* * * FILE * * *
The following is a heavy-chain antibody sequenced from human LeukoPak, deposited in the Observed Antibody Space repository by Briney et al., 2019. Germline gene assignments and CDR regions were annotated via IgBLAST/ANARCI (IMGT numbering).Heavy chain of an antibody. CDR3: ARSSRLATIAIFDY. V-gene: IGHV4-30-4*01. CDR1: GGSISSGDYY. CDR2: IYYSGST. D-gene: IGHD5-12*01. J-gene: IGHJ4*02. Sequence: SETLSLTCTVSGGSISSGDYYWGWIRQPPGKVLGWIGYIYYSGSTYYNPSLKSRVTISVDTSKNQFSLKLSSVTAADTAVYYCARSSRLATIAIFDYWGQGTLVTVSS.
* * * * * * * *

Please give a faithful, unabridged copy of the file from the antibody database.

The following is a heavy-chain antibody sequenced from human LeukoPak, deposited in the Observed Antibody Space repository by Briney et al., 2019. Germline gene assignments and CDR regions were annotated via IgBLAST/ANARCI (IMGT numbering).Heavy chain of an antibody. CDR3: ARSSRLATIAIFDY. V-gene: IGHV4-30-4*01. CDR1: GGSISSGDYY. CDR2: IYYSGST. D-gene: IGHD5-12*01. J-gene: IGHJ4*02. Sequence: SETLSLTCTVSGGSISSGDYYWGWIRQPPGKVLGWIGYIYYSGSTYYNPSLKSRVTISVDTSKNQFSLKLSSVTAADTAVYYCARSSRLATIAIFDYWGQGTLVTVSS.